print timestamp
1491327401

Create SHA-512 String (to be hashed)

See The ‘message’ in Signature Creation below for what to use as the “message”.

create_sha512_string
#combine message + separator + timestamp

SEPARATOR = '.'
message = 'this_is_my_message'

text = message + SEPARATOR + timestamp

print text
'this_is_my_message.1491327401'
Generate SHA-512 Hash
#take combined text and keys and create hash
#secret_access_key provided securely by DITTO
#text from create_sha512_string script above

import hmac
from hashlib import sha512

hash = hmac.new(secret, text, sha512).digest()

Format Signature

format_signature
#take text and combine with a websafe base64 encoded hash
#websafe base64 is defined as base64 with + swapped with - and / swapped with _ and all = at the end #removed.

import base64

safe_hash = base64.urlsafe_b64encode(hash).rstrip('=')
signature = text + SEPARATOR + safe_hash

print signature
this_is_my_message.1491327401.wiGdWGngUyw7tNbpdJU4Xk5Gl0MfgbFPESu9bpoMbQK8N-5w5xp_43xEvxckCQ624KjddqyfzcqNccNRYQ7jAw

The ‘message’ in Signature Creation

Which ‘message’ to use in generating a signature varies by endpoint. The following tables map the endpoints to their messages:

Browser SDK Object Message
Ditto.Scan({ partnerSignature }) partnerId
Ditto.Overlay({ overlaySignature }) scanId
Ditto.Overlay({ modeloverlaySignature }) Try-On Model's scanId (e.g. ditto_model_female_01)
Ditto.getFrontalFrame({ overlaySignature }) scanId
Ditto.getProducts({ partnerSignature }) partnerId
Try-On API Endpoints Message
/api/1.3/products/ partnerId
/api/1.3/dittos/ scanId
/api/1.3/dittos/{scanId}/ scanId
/api/1.3/dittos/{scanId}/strip/ scanId
/api/1.3/dittos/{scanId}/frontal_frame/ scanId
Face Insights API Endpoints Message
/analyses/{scanId}/images/frontal/ scanId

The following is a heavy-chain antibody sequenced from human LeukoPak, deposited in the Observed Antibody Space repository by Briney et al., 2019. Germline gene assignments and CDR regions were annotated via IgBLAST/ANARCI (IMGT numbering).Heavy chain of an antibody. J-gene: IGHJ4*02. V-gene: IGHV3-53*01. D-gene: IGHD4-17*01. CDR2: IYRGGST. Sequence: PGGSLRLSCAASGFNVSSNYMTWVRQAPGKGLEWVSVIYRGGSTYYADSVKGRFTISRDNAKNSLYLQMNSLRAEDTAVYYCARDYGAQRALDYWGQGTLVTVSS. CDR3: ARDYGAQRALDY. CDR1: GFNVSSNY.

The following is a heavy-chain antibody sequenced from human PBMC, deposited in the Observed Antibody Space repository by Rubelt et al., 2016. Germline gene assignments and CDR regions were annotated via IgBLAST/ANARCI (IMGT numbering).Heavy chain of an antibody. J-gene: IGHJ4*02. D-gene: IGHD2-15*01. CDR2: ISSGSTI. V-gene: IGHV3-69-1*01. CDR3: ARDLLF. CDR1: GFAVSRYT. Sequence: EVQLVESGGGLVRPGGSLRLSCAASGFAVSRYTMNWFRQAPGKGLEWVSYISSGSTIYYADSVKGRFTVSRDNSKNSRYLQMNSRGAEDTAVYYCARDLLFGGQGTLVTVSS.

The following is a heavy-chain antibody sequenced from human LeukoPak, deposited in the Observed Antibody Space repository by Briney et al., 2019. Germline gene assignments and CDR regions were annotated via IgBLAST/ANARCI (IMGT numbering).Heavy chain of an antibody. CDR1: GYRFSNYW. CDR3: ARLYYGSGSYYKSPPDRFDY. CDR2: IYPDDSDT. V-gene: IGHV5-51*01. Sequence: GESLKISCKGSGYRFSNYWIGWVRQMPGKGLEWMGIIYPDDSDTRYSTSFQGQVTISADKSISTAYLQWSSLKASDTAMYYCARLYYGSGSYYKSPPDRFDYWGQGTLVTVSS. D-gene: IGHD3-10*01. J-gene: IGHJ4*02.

/analyses/{scanId}/client-data/{data_type}/ scanId
/analyses/{scanId}/ scanId
/analyses/{scanId}/status/{service}/ scanId
/analyses/{scanId}/results/{service}/ scanId
Frame Recommendations API Endpoint Message
POST /recommendation/ partnerId

HTTP Headers

Each API call is authenticated by passing two HTTP headers as described below.

Header Description
X-Ditto-Signature This is a string which contains the signature that was generated via the protocol described above
X-Ditto-Access-Key-Id This is a string which contains the access_key_id provided by Ditto via 1Password

Error Messages

If authentication is not provided or incorrect, you will receive an HTTP Error 403 - Forbidden response.

Implementations

We’ve put together examples in Python, PHP, js/node, and C#.

Python
import base64
import binascii
import hmac
import time

from hashlib import sha512


def get_signature(message, secret):
  timestamp = str(int(time.time()))
  stamped_message = message + '.' + timestamp
  secret_bin = binascii.unhexlify(secret)
  hash = hmac.new(secret_bin, stamped_message, sha512).digest()
  hash_websafe = base64.urlsafe_b64encode(hash).rstrip('=')
  signature = stamped_message + '.' + hash_websafe
  return signature

secret = 'babb23b3bb4b234b32b4babcf987239847bacba987ac987ac879a87c'
message = 'user_ping_test' ##specifying a scanID as the 'message' will create an OverlaySignature ; use a partnerID for a PartnerSignature

signature = get_signature(message, secret)